Personal Blog: The name is obscure, but the infection can be deadly

A journalist sets out to take an objective, measured view of the subject matter being covered.

But this time, the topic is personal.

Nancy Carralla
Nancy Carralla

I have twice been diagnosed with Clostridium difficile, known as C. diff, a germ that can cause infectious diarrhea. It strikes a half-million Americans every year.

Most people get the disease through taking antibiotics. That’s how I got it, and it was a miserable experience.

The C. Difficile Foundation held a conference in Atlanta on Tuesday, drawing about 170 health care professionals interested in learning more about the disease.

I showed up, too. With my own perspective as both a former patient and a health care journalist, I wanted to see how the fight against C. diff is progressing.

The foundation founder and CEO is Nancy Carralla, a nurse who twice contracted the disease in health care settings, which is another way people get it. Her father also had C. diff and died from it.

“I lost two years of my life’’ to C. diff, she told me. The nonprofit foundation, which promotes awareness of the disease, gets 20 to 30 calls a day from people with C. diff, she added.

The bacterium was discovered in the 1930s, but it increased significantly in the 2000s, said Dr. Cliff McDonald, an expert on the disease at the CDC. “In 2004, we discovered a powerful strain and a more severe disease,” he told me at the conference.

Dr. Cliff McDonald
Dr. Cliff McDonald

About 15,000 people die from it in the United States every year.

Overuse of antibiotics – prescribing them to fight viruses, for example — has played a role in the infection surge.

The intestines contain about 100 trillion bacterial cells and up to 2,000 different kinds of bacteria, many of which help protect your body from infection, according to the Mayo Clinic. When you take an antibiotic to treat an infection, these drugs tend to destroy some of the normal, helpful bacteria in addition to the bacteria causing the infection. Without enough healthy bacteria to keep it in check, C. difficile can quickly grow out of control.

C. diff “has given a face to the fact that antibiotics are not without risk,” McDonald told me.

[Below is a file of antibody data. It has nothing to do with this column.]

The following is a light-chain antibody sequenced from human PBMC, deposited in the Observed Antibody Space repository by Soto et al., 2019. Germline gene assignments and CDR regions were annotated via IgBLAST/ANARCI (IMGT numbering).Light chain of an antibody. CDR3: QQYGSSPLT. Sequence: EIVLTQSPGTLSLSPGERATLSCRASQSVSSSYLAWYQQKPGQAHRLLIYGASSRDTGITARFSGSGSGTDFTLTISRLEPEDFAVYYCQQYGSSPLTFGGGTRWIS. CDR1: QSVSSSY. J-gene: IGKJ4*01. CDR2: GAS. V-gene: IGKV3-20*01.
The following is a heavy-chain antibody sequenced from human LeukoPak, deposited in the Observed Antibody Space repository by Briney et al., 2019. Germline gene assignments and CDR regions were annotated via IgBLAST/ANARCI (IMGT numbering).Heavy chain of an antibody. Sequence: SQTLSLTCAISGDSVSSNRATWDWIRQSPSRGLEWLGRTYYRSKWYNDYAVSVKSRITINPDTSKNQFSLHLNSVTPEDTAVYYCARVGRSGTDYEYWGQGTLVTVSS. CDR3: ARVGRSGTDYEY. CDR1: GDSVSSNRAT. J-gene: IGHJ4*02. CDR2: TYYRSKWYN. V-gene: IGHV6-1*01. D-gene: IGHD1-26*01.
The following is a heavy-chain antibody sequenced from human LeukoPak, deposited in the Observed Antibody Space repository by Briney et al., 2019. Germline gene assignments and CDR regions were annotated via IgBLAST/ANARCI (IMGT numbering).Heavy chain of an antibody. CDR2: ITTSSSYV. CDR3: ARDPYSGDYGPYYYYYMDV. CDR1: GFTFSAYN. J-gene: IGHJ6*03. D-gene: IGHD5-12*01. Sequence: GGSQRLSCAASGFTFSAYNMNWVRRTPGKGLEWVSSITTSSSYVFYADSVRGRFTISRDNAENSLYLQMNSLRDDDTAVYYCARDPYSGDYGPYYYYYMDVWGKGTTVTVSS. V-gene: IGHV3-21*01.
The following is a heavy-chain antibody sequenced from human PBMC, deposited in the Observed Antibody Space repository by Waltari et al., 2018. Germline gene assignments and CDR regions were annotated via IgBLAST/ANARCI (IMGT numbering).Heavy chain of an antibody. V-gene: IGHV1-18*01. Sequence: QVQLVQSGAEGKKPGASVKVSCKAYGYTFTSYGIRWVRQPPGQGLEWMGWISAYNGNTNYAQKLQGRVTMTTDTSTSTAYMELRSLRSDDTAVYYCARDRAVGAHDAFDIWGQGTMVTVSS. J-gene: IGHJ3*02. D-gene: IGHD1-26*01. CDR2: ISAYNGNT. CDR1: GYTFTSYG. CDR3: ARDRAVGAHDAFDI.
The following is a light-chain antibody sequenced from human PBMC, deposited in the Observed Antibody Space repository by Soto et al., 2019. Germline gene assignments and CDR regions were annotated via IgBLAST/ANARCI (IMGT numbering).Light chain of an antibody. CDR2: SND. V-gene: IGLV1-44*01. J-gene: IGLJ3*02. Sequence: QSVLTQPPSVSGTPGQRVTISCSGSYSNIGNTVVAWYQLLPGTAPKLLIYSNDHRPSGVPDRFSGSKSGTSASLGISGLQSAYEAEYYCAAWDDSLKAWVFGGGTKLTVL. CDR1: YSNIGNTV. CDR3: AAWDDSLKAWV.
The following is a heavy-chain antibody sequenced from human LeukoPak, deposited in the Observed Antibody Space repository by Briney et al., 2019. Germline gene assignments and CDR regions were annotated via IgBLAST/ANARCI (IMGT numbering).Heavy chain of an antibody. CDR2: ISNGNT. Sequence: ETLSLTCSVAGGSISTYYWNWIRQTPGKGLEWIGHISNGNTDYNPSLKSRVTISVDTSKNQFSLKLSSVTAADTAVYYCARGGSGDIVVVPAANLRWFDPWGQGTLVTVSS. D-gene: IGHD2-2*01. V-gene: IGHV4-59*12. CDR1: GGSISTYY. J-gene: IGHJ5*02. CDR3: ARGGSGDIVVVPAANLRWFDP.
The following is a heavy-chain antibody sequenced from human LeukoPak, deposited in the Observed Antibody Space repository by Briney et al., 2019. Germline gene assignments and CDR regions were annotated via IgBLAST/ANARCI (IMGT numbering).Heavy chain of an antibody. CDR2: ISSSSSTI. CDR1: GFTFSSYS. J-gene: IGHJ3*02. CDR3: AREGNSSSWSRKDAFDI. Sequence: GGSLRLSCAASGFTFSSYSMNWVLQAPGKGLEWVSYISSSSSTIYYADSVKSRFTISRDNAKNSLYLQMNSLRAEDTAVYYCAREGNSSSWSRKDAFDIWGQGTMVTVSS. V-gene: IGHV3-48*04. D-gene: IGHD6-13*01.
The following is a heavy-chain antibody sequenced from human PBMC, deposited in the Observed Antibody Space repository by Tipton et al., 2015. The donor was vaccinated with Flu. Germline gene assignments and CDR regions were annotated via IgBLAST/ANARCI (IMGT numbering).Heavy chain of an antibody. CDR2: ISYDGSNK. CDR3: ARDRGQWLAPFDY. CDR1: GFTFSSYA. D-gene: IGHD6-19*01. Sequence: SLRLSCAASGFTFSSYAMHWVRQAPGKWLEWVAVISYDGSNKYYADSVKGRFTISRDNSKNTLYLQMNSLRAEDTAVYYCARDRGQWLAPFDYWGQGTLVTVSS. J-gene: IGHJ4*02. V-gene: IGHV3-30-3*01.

The good news is that he sees the numbers of C. diff victims leveling off, and perhaps starting to decrease.

Physicians are being more careful in prescribing antibiotics. And hospitals, in particular, have worked to lower infection rates, as the federal Centers for Medicare and Medicaid Services is penalizing hospitals financially for high numbers of cases.

C. diff is more common in hospitals than the better-known MRSA, noted Dr. Dale Gerding, of Hines VA Hospital in Chicago.

Drug treatments — metronidazole, vancomycin and fidaxomicin, which, ironically, are antibiotics — are 80 to 90 percent effective, Gerding told me. But there is a recurrence rate for C. diff of 25 percent.

The United Kingdom’s effort to control C. diff included a major public health campaign, and hospitals received infection rate targets. “We saw 80 percent reduction in C. diff,’’  Dr. Mark Wilcox of the University of Leeds in England told me.


But a new subset of cases has mystified experts. In these instances, the people that did not contract the disease in a health care setting or from antibiotics. For want of a more specific identification of their origin, these are called “community acquired’’ cases.

“They’re still trying to figure it out,’’ Carralla said.

C. diff strikes mainly adults, but there are some pediatric cases. About 17,000 kids get it every year, said Dr. Jeffery Lewis, a pediatric gastroenterologist who practices in metro Atlanta. They’re treated with antibiotics as well.

But for some especially difficult recurrent cases, Lewis may perform a fecal microbiota transplant, a procedure that transfers the stool of a healthy donor into the gastrointestinal tract of the patient. The procedure has a high success rate, he said.

An emerging therapy for treating recurrent C difficile is bezlotoxumab, a monoclonal antibody, which is currently under FDA review.

Medical illustration of C. difficile
Medical illustration of C. difficile

So the treatment weapons are getting more numerous, along with anti-infection products for health care facilities.

Fifteen years ago, C. diff wasn’t on the medical radar, said the CDC’s McDonald. Now there’s more awareness. “We’re heading in the right direction. We’ve got people’s attention.”

They’ve got my attention, for sure.